Aspect Perception and Philosophical Difficulty

Avner Baz

in The Oxford Handbook of Wittgenstein

Published in print October 2011 | ISBN: 9780199287505
Published online January 2012 | | DOI:

Series: Oxford Handbooks in Philosophy

 Aspect Perception and Philosophical Difficulty

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  • History of Western Philosophy


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This article traces a new line of thought through, or actually to, Ludwig Wittgenstein's writings on aspect perception. Its point of bearing is the second part of the Brown Book. It show that the trail of philosophical reflection that apparently naturally leads Wittgenstein in the Brown Book from questions concerning how we ought to conceive of our various mental states (and processes) — that is, from what is arguably one of the underlying overall concerns of the first part of Philosophical Investigations — to the topic of aspect perception, is in fact philosophically interesting. It is also different from what previous attempts to relate the remarks on aspects to the first part of the Investigations would have made one expect. An important point of departure for Wittgenstein's work was that he found literally incredible the dominating conception of philosophy. This article explores aspect perception, aspect-blindness, and philosophical difficulty. It discusses the ‘illusion’ or ‘delusion’ that Wittgenstein detects in those moments in which we attend to instances of Φing in order to find out what Φing is.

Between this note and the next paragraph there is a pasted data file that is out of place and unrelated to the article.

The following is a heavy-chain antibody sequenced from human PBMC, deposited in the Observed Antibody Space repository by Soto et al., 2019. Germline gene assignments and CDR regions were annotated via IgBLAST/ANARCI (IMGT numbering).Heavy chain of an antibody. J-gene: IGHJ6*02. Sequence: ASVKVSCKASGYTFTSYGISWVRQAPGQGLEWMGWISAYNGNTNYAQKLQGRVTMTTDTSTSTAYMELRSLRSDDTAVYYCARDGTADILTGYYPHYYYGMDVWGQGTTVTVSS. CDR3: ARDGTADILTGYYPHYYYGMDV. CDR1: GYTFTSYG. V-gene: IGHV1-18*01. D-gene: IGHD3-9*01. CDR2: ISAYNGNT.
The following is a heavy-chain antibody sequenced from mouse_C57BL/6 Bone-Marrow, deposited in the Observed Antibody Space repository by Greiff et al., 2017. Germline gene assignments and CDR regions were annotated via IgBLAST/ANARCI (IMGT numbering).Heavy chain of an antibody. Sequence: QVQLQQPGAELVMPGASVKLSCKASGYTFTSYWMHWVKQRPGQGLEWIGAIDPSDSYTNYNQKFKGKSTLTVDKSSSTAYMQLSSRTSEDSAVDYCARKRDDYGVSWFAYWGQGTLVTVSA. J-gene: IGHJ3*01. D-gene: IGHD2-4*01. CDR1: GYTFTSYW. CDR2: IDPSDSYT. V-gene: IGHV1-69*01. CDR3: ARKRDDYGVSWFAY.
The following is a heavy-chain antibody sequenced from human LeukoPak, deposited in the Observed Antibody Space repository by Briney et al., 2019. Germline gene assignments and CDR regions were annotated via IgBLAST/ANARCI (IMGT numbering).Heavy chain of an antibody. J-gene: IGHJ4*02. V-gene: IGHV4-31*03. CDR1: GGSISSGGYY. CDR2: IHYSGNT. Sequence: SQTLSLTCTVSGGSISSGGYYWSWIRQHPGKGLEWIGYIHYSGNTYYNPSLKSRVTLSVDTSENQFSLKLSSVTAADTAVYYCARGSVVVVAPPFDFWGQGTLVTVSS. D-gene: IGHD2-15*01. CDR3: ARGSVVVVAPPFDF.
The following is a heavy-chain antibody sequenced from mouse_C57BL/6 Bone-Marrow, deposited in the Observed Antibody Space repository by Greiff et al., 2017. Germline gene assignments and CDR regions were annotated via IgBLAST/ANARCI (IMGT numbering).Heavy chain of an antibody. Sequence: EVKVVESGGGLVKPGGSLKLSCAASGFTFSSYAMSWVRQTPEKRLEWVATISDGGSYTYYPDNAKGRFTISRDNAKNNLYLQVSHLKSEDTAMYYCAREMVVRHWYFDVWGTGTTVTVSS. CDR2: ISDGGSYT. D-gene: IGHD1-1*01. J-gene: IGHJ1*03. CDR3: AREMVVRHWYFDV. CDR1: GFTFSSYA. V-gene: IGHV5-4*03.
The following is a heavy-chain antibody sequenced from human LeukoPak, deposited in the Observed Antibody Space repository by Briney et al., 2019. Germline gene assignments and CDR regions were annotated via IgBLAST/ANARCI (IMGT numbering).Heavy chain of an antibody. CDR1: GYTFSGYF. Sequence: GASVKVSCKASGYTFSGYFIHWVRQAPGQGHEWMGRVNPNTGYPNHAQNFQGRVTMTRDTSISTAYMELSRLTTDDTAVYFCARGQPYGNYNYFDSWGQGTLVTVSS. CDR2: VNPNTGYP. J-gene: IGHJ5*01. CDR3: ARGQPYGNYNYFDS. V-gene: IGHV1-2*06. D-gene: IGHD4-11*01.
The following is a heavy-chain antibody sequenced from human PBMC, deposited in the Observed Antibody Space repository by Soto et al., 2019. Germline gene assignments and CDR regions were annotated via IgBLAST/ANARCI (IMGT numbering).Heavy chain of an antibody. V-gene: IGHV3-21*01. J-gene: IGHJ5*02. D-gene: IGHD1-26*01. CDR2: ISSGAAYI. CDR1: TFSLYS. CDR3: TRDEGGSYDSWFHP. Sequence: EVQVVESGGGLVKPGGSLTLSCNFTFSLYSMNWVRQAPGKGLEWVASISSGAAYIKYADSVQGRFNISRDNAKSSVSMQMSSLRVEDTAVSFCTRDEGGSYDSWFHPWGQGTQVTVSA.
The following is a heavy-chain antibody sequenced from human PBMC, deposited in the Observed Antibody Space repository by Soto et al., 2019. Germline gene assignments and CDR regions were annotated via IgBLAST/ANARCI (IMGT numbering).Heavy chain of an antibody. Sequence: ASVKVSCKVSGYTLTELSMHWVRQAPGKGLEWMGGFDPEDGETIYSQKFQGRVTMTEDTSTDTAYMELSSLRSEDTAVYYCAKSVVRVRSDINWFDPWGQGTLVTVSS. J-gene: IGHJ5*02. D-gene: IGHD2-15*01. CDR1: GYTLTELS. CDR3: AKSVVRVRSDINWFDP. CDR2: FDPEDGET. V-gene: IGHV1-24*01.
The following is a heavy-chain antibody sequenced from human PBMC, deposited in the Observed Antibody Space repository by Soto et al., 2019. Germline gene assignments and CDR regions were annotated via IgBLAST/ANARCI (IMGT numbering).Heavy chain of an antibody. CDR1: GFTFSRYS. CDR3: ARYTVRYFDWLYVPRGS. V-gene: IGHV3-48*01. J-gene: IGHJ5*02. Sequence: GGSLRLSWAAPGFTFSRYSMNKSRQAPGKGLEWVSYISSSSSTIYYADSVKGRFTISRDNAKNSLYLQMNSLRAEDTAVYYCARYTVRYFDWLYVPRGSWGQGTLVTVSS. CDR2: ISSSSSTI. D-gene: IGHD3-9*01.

Keywords: Ludwig Wittgenstein; aspect perception; aspect-blindness; philosophical difficulty; Brown Book; Philosophical Investigations; philosophy; mental states; illusion; delusion

Article.  10126 words. 

Subjects: Philosophy ; Philosophy of Mind ; History of Western Philosophy

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